North Seymour & Rabida

Feb 17, 2019 - National Geographic Endeavour II

In the center of the Galapagos archipelago is North Seymour, one of the most diverse islands in terms of fauna, though poor in vegetation mainly due to its low elevation.

Many species of sea bird can be found here, including the two species of frigatebirds, and one species of boobies. Magnificent and great frigatebirds have both chosen the island to live and nest, because finding fish in the surrounding waters is relatively easy and there is plenty of food to go around. There are many males at this time of year with their red pouches fully inflated, hoping to attract the females. Others are already engaged in incubation or taking care of the young, as well as feeding. In the same area, blue-footed boobies nest.

Another attraction is the land iguana; a prehistoric-looking reptile, which has lived on the island since the 1930s, when they were rescued from almost extinction due to predation and human activities on the neighboring island of Baltra. There were plenty of them to be seen today, showing a vast and quick natural recovery.

One of the best attractions of the Galapagos is without a doubt the sea lion, enigmatic creature well known for having such a charm that people love taking endless pictures of them. This and more makes this island a wonderful site for wildlife sightings.

After some navigation, we arrived to the island of Rabida, which stands out from the others for having red sand due to a large amount of iron oxide. The first activity that was offered upon our arrival was an opportunity to explore the fabulous marine life of the Galapagos. The group was divided in two, with the most experienced guests going deep water snorkeling from the Zodiacs, the less keen go to the beach for a gentler start. Both sites were equally amazing for the variety and exuberance of its content.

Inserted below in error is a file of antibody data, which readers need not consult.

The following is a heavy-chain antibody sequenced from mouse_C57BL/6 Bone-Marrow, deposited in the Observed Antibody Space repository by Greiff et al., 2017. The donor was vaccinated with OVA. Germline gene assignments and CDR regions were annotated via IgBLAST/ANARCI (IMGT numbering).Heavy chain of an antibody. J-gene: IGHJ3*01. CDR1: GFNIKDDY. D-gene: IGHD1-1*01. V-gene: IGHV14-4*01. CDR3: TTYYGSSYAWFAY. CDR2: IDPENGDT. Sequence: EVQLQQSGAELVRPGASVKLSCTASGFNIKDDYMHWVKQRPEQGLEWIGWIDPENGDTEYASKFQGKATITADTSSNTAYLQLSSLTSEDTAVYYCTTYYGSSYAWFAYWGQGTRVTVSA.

After our snorkeling outings, we went for a sunset stroll along the beach, taking in the beautiful landscape and abundance of wildlife. Sea lions are the best hosts.

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About the Author

Patricio Maldonado

Naturalist/Certified Photo Instructor

Patricio, better known as Pato amongst his friends, was born in the Galápagos Island. His family moved to the islands from the mainland and settled on the island of Santa Cruz over thirty-five years ago. Pato had an enchanted childhood in the islands, where his keen interest in the wildlife of the Galápagos was born initially through catching lizards and observing how they lost their tails. His experiences in the islands have led him to teach visitors about the need to protect this rare and unique environment.

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